Leiden, The Netherlands, 10 December 2020: Pharming Group N.V. (“Pharming” or “the Company”) (Euronext Amsterdam: PHARM) today announced that the first patient has been enrolled in a randomized, open label, parallel group, controlled, pilot clinical trial in up to 120 patients hospitalized with confirmed COVID-19 treated with RUCONEST® (recombinant human C1 inhibitor) for the prevention of severe SARS-CoV-2 infections at the Valley Hospital in Ridgewood, New Jersey in the United States.
Initially based at Valley Hospital in Ridgewood, New Jersey, this trial is planned to include patients at multiple centers in the US. This clinical trial follows an ongoing investigator-initiated, multinational, multicenter study, led by Dr. Michael Osthoff from the University Hospital Basel, into the use of RUCONEST® in the prevention of severe SARS-CoV-2 infections in patients hospitalized with related severe pneumonia. Pharming announced the enrolment of the first patient in that trial in August this year.
RUCONEST® and COVID-19
RUCONEST® is a recombinant C1 esterase inhibitor (C1INH) approved for the treatment of hereditary angioedema (HAE) in Europe and the US. C1INH is a protein that naturally occurs in the human body. It regulates several inflammatory pathways in the body by inhibiting certain proteins that are part of the human immune system. In diseases like HAE, deficiency of functional C1 inhibitor leads to excessive activation of the complement system and other immunological and haemostatic pathways, giving cause to angioedema attacks. In HAE, these attacks are characterized by acute and painful swellings of soft tissues. Administration of C1 inhibitor can normalize the low C1INH levels and stop angioedema attacks.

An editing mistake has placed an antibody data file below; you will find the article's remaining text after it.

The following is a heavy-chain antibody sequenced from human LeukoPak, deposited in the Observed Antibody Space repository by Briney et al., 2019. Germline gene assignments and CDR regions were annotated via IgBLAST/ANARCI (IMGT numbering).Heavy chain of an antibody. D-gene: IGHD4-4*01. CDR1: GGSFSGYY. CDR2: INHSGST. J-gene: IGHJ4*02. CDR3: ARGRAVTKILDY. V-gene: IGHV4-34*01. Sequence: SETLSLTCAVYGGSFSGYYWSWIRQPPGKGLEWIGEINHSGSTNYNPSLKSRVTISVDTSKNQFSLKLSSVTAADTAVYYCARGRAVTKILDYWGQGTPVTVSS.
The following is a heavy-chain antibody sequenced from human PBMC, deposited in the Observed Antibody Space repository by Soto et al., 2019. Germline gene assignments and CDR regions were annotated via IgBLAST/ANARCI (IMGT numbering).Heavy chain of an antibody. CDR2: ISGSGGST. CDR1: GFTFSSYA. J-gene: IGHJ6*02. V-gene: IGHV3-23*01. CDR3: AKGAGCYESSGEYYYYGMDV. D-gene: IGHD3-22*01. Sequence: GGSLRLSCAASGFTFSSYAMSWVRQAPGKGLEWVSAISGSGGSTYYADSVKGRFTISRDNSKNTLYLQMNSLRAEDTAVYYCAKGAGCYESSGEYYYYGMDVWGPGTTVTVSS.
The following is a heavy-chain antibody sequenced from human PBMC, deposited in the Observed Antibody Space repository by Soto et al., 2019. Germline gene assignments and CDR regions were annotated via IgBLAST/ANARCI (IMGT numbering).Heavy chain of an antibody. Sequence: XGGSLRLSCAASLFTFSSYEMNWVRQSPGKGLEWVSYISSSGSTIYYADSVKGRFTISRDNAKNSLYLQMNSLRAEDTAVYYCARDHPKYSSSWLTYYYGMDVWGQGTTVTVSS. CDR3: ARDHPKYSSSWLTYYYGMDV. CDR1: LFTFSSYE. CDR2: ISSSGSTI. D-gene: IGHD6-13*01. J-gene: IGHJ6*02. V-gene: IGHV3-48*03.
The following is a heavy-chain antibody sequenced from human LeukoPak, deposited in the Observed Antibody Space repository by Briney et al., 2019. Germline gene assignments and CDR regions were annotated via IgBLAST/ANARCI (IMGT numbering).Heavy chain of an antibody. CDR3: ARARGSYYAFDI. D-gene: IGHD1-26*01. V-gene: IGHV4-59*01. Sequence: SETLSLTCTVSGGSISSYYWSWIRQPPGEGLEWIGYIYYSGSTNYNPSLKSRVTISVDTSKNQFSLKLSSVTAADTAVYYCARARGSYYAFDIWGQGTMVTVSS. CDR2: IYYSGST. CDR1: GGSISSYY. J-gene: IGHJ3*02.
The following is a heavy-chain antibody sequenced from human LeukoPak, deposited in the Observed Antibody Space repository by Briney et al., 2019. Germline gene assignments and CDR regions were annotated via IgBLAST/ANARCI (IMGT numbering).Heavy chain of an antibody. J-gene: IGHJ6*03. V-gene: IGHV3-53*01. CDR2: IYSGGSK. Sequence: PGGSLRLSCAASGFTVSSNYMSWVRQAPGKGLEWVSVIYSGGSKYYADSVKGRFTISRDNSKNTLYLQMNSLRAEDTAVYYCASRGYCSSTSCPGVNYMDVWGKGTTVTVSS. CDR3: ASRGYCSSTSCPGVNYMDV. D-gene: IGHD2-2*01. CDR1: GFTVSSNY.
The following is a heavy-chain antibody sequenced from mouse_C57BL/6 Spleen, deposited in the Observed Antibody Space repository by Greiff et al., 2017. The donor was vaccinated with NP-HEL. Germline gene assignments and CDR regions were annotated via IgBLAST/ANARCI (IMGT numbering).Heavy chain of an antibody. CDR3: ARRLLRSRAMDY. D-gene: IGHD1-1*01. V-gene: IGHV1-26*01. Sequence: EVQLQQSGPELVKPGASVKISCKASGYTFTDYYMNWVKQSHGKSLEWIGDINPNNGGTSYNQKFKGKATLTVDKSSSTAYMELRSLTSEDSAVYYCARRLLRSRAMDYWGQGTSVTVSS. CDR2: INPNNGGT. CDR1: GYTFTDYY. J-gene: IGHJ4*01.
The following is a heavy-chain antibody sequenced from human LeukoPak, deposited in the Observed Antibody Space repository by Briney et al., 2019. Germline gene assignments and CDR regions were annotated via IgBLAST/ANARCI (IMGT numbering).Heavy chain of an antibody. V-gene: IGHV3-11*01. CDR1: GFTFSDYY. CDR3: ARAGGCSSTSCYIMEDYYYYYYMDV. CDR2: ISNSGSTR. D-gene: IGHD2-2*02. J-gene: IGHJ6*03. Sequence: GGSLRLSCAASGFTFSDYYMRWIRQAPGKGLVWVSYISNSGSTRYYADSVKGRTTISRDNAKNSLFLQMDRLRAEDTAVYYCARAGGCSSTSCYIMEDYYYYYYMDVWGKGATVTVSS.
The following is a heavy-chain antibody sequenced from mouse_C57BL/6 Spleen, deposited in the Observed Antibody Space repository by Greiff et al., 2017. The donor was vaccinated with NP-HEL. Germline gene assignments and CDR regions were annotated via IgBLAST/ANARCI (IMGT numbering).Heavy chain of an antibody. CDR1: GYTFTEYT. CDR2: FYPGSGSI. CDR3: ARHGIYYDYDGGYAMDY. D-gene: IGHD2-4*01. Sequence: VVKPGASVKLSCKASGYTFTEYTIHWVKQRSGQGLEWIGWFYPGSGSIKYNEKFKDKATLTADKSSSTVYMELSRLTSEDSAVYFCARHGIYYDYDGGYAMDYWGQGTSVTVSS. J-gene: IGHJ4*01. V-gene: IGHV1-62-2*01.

Systemic hyperinflammation is a hallmark of more severe stages of COVID-19 leading to acute respiratory distress syndrome, mechanical ventilation and ultimately death. Treatment with RUCONEST® may; 1) dampen uncontrolled complement activation and collateral lung damage; 2) reduce capillary leakage and subsequent pulmonary edema by direct inhibition of the kallikrein-kinin system; and 3) reduce the generation of microthrombi by inhibiting MASP-1 induced clot formation and factor XII amplified thrombo-inflammation.
C1 inhibitor is an acute phase reactant, meaning that the body naturally increases production during inflammatory conditions, such as infections. Despite this, a relative deficiency may occur and complement activation continues unchecked, often leading to a cytokine storm, a dangerous biochemical process that worsens the complications of COVID-19 infection, such as organ failure and death.
These clinical studies in hospitalized patients with confirmed COVID-19 seek to identify if the administration of additional C1INH can control or stop the systemic hyperinflammation syndrome or cytokine storm. Headline data will be made publicly available following either an interim analysis or after all patients have been treated.